In terms of overall organization of the two programs, Dr. Friedberg, Q-Co's expert, stated that the basic fact that there are four modules in the VPS-500 which correspond closely to the four modules of the CPC-1000 is itself most surprising, except in the context of a conversion of the VPS-500 program to the CPC-1000. Extensive differences between the two programs should arise by virtue of the gross differences in the hardware. Specifically, the reason for having a separate "Title" module in the VPS-500 was the much smaller internal memory in the Atari. This rationale was not expected to be present in a program independently created for the IBM-PC, which has no such internal memory limitations. There is no need to have a separate "Title" module merely to put in the first screen in the CPC-1000, especially when the second module of the CPC-1000 already provides much of the same information. Since the CPC-1000 uses the identical organization of a separate title module, this supports Dr. Friedberg's interpretation that the CPC-1000 was a conversion of the VPS-500.
There is also a similarity in the terminology used in the respective menu lists in the second module of each of the two programs. The first five functions of the CPC-1000 and VPS-500 menus include substantially the same terminology, although in different sequences: "Create," "Edit," "Save," "Load," "Prompt." The VPS-500 also including the word "Text" after each term.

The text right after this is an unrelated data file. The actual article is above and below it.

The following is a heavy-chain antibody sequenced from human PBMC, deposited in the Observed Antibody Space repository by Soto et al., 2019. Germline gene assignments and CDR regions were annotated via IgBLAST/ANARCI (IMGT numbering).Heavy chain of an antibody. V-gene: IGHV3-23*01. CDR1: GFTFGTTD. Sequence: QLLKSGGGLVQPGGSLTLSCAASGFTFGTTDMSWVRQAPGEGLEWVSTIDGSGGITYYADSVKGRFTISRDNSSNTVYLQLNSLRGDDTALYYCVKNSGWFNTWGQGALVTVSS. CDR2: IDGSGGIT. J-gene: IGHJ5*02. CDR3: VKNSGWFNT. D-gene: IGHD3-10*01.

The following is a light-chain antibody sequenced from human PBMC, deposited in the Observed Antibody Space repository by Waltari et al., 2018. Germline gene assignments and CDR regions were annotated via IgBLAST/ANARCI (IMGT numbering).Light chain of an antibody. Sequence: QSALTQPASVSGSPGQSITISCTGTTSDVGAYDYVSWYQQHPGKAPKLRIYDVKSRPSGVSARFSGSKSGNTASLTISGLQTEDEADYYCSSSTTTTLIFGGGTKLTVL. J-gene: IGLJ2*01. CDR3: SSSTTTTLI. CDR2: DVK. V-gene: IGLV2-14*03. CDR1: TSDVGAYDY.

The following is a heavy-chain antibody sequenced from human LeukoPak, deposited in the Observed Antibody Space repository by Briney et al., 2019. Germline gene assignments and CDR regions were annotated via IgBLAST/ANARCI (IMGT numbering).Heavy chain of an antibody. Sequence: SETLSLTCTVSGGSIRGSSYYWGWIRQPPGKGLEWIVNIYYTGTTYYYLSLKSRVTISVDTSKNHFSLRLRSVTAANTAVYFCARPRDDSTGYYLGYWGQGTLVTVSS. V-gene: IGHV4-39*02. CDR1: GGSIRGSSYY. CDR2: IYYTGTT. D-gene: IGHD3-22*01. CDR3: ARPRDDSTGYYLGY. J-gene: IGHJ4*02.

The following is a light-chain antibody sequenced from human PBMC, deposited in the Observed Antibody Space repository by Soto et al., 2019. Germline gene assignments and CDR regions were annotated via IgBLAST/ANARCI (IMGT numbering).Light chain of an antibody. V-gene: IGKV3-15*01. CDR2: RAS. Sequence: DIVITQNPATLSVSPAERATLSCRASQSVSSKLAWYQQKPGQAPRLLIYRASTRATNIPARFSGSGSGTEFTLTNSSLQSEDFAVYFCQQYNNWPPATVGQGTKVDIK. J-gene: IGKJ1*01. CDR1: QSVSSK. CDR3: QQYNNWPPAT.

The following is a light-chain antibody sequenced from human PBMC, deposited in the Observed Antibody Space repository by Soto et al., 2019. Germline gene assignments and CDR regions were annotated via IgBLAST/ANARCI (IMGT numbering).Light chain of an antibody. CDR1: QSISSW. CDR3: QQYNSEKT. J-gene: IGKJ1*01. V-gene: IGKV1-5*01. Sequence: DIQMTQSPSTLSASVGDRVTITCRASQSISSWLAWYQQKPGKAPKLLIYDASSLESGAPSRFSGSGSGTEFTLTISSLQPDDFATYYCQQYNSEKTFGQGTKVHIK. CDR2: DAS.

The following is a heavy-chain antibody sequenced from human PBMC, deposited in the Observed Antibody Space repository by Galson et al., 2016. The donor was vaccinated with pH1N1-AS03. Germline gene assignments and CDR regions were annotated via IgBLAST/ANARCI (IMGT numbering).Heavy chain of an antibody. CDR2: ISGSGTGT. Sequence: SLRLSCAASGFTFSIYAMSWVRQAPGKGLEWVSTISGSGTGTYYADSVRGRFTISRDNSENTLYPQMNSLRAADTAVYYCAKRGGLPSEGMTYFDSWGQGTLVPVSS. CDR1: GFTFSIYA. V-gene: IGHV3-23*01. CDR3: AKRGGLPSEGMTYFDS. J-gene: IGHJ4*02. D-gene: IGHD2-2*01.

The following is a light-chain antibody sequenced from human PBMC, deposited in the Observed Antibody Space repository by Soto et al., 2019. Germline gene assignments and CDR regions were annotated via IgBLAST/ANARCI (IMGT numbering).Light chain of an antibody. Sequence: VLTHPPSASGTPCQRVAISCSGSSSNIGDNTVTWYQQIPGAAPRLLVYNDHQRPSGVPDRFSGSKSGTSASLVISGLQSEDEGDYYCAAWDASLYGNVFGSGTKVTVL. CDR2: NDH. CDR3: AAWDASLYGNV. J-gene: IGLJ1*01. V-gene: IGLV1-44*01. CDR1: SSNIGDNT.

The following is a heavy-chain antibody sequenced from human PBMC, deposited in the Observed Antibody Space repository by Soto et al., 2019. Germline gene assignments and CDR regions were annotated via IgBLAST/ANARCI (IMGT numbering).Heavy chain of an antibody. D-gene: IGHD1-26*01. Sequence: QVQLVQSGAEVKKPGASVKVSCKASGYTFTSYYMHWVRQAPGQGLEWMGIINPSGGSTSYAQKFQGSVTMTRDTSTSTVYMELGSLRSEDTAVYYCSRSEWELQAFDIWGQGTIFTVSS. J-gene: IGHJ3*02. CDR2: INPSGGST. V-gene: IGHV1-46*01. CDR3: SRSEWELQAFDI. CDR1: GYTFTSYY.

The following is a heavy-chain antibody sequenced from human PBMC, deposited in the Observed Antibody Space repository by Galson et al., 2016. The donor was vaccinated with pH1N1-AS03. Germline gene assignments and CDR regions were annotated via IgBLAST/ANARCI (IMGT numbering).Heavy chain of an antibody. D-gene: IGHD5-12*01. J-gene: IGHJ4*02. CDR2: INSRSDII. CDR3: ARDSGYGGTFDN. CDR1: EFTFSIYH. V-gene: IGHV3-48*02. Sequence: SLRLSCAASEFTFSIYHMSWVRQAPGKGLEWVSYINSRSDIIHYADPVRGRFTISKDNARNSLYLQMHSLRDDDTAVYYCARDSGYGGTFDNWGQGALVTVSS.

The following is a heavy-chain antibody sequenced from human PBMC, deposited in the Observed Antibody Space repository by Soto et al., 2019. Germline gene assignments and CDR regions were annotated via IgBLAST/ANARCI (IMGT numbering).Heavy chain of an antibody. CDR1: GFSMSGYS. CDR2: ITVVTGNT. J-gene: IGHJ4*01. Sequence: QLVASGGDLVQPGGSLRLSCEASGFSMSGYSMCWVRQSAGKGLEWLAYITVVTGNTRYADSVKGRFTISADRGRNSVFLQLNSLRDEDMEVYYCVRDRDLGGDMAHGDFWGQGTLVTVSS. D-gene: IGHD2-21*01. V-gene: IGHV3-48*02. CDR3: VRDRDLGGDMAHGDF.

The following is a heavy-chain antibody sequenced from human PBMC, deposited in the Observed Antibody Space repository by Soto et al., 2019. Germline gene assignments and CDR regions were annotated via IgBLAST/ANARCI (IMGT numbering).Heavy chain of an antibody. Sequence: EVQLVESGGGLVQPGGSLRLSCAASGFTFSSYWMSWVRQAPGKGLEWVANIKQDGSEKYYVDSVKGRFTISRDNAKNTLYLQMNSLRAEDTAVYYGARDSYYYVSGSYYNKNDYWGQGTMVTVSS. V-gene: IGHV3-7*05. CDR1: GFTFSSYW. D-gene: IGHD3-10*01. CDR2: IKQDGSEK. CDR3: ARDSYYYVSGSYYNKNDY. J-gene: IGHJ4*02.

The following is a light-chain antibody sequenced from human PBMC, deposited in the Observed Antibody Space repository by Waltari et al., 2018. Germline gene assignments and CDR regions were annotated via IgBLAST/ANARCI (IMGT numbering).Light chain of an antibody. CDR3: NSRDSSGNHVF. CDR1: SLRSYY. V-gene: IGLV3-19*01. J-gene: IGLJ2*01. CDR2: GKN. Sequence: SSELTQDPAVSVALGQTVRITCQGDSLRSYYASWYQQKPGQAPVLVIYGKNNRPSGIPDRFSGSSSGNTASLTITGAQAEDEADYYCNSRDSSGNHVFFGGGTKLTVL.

The organization of the CPC-1000 program is also similar to that of the VPS-500 program, with respect to providing for the load, edit and scrolling, or "prompting" functions. In both programs, the "load" function is provided by the second module, in a high level language (BASIC for the VPS-500 and Pascal for the CPC-1000), while the scrolling and editing functions (with one exception) are provided by the third module (in assembly language).
Finally, the fourth module of the CPC-1000, which generates the large characters to be scrolled, is comparable to the fourth module in the VPS-500. The characters for the CPC-1000 are defined and generated in the same way as in the VPS-500. *615 The VPS-500 program operates the Atari in its "text" mode, while the CPC-1000 operates the IBM-PC in its "graphics" mode. The same approach of generating the characters point-by-point was followed in both programs.
Hoffman, and more particularly Som, were completely familiar with the VPS-500 program using the Atari; indeed they had created the program. It is reasonable to infer from the facts already found that in the fall of 1984 Som and Hoffman concluded that an effort would be made to develop the software to program an IBM PC to provide a prompting function. Som, an independent consultant for Q-Co, started this endeavor late in 1984 while still working for Q-Co.